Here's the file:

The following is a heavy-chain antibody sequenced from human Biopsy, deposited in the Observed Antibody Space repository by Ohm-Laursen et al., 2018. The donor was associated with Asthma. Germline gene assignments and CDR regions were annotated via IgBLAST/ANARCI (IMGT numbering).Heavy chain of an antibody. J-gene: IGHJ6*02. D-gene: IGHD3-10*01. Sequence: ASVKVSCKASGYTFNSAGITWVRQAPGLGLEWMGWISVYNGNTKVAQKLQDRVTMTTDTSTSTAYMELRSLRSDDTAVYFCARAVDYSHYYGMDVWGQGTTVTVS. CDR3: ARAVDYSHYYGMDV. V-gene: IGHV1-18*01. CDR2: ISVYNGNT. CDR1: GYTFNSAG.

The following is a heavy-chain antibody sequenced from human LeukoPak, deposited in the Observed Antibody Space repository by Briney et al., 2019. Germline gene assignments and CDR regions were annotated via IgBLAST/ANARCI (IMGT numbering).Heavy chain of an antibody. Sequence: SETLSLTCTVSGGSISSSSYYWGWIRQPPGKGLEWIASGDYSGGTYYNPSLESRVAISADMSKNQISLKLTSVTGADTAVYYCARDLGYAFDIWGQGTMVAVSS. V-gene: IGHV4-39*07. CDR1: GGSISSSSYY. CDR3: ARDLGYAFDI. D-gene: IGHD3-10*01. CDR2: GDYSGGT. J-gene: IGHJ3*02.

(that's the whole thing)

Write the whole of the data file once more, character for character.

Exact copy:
The following is a heavy-chain antibody sequenced from human Biopsy, deposited in the Observed Antibody Space repository by Ohm-Laursen et al., 2018. The donor was associated with Asthma. Germline gene assignments and CDR regions were annotated via IgBLAST/ANARCI (IMGT numbering).Heavy chain of an antibody. J-gene: IGHJ6*02. D-gene: IGHD3-10*01. Sequence: ASVKVSCKASGYTFNSAGITWVRQAPGLGLEWMGWISVYNGNTKVAQKLQDRVTMTTDTSTSTAYMELRSLRSDDTAVYFCARAVDYSHYYGMDVWGQGTTVTVS. CDR3: ARAVDYSHYYGMDV. V-gene: IGHV1-18*01. CDR2: ISVYNGNT. CDR1: GYTFNSAG.

The following is a heavy-chain antibody sequenced from human LeukoPak, deposited in the Observed Antibody Space repository by Briney et al., 2019. Germline gene assignments and CDR regions were annotated via IgBLAST/ANARCI (IMGT numbering).Heavy chain of an antibody. Sequence: SETLSLTCTVSGGSISSSSYYWGWIRQPPGKGLEWIASGDYSGGTYYNPSLESRVAISADMSKNQISLKLTSVTGADTAVYYCARDLGYAFDIWGQGTMVAVSS. V-gene: IGHV4-39*07. CDR1: GGSISSSSYY. CDR3: ARDLGYAFDI. D-gene: IGHD3-10*01. CDR2: GDYSGGT. J-gene: IGHJ3*02.